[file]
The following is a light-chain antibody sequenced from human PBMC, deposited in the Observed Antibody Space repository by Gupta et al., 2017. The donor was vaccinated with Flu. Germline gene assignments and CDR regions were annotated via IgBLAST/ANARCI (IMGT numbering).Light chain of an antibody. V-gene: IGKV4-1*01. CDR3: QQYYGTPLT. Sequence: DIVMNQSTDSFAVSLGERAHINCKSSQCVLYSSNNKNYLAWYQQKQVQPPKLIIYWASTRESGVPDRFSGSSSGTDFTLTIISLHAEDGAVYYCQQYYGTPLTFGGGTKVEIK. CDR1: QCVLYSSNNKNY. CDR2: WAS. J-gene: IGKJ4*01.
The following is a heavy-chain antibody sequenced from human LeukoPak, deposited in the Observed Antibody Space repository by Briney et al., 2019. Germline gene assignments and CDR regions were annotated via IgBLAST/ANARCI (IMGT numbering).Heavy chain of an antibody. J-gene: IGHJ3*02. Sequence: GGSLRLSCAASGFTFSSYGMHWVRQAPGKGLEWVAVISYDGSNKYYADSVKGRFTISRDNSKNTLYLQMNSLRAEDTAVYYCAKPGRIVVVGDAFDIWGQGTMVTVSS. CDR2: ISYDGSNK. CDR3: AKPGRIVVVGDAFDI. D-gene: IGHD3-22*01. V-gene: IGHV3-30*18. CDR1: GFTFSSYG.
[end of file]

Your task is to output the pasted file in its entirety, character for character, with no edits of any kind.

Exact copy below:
The following is a light-chain antibody sequenced from human PBMC, deposited in the Observed Antibody Space repository by Gupta et al., 2017. The donor was vaccinated with Flu. Germline gene assignments and CDR regions were annotated via IgBLAST/ANARCI (IMGT numbering).Light chain of an antibody. V-gene: IGKV4-1*01. CDR3: QQYYGTPLT. Sequence: DIVMNQSTDSFAVSLGERAHINCKSSQCVLYSSNNKNYLAWYQQKQVQPPKLIIYWASTRESGVPDRFSGSSSGTDFTLTIISLHAEDGAVYYCQQYYGTPLTFGGGTKVEIK. CDR1: QCVLYSSNNKNY. CDR2: WAS. J-gene: IGKJ4*01.
The following is a heavy-chain antibody sequenced from human LeukoPak, deposited in the Observed Antibody Space repository by Briney et al., 2019. Germline gene assignments and CDR regions were annotated via IgBLAST/ANARCI (IMGT numbering).Heavy chain of an antibody. J-gene: IGHJ3*02. Sequence: GGSLRLSCAASGFTFSSYGMHWVRQAPGKGLEWVAVISYDGSNKYYADSVKGRFTISRDNSKNTLYLQMNSLRAEDTAVYYCAKPGRIVVVGDAFDIWGQGTMVTVSS. CDR2: ISYDGSNK. CDR3: AKPGRIVVVGDAFDI. D-gene: IGHD3-22*01. V-gene: IGHV3-30*18. CDR1: GFTFSSYG.